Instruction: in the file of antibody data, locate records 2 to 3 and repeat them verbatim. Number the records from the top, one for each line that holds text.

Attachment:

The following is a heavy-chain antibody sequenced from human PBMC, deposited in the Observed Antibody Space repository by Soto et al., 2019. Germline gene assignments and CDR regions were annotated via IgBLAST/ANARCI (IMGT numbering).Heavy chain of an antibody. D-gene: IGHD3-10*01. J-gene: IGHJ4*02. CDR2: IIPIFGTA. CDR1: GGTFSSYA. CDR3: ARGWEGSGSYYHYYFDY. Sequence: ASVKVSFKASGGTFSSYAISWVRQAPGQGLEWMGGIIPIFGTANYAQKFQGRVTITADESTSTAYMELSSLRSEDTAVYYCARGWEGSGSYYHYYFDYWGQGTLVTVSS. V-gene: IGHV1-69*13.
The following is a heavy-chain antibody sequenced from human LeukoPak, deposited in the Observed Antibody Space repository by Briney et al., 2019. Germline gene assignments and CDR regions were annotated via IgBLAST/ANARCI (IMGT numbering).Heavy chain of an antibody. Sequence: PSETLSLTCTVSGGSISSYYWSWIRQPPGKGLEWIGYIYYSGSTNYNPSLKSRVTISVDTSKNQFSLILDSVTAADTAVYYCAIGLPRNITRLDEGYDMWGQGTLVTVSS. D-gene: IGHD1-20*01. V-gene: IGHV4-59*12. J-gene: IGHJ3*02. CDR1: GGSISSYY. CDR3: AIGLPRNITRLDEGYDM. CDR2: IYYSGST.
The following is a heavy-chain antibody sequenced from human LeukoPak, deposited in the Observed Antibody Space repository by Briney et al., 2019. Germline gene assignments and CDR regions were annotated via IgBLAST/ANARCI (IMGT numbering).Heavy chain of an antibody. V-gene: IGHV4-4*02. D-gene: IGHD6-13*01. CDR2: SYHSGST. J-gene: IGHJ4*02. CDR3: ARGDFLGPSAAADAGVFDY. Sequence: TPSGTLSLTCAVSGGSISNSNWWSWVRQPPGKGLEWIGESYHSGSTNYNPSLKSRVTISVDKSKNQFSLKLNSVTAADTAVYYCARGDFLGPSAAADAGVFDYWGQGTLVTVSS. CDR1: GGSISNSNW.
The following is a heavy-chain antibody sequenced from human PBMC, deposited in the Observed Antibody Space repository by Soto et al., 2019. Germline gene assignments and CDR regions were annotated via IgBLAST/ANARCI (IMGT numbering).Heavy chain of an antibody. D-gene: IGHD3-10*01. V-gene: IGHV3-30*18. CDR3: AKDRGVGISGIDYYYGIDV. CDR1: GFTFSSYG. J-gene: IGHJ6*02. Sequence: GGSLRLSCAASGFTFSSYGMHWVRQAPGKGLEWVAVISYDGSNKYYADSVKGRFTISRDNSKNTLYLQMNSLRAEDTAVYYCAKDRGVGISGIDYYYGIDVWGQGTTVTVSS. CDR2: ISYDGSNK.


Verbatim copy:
The following is a heavy-chain antibody sequenced from human LeukoPak, deposited in the Observed Antibody Space repository by Briney et al., 2019. Germline gene assignments and CDR regions were annotated via IgBLAST/ANARCI (IMGT numbering).Heavy chain of an antibody. Sequence: PSETLSLTCTVSGGSISSYYWSWIRQPPGKGLEWIGYIYYSGSTNYNPSLKSRVTISVDTSKNQFSLILDSVTAADTAVYYCAIGLPRNITRLDEGYDMWGQGTLVTVSS. D-gene: IGHD1-20*01. V-gene: IGHV4-59*12. J-gene: IGHJ3*02. CDR1: GGSISSYY. CDR3: AIGLPRNITRLDEGYDM. CDR2: IYYSGST.
The following is a heavy-chain antibody sequenced from human LeukoPak, deposited in the Observed Antibody Space repository by Briney et al., 2019. Germline gene assignments and CDR regions were annotated via IgBLAST/ANARCI (IMGT numbering).Heavy chain of an antibody. V-gene: IGHV4-4*02. D-gene: IGHD6-13*01. CDR2: SYHSGST. J-gene: IGHJ4*02. CDR3: ARGDFLGPSAAADAGVFDY. Sequence: TPSGTLSLTCAVSGGSISNSNWWSWVRQPPGKGLEWIGESYHSGSTNYNPSLKSRVTISVDKSKNQFSLKLNSVTAADTAVYYCARGDFLGPSAAADAGVFDYWGQGTLVTVSS. CDR1: GGSISNSNW.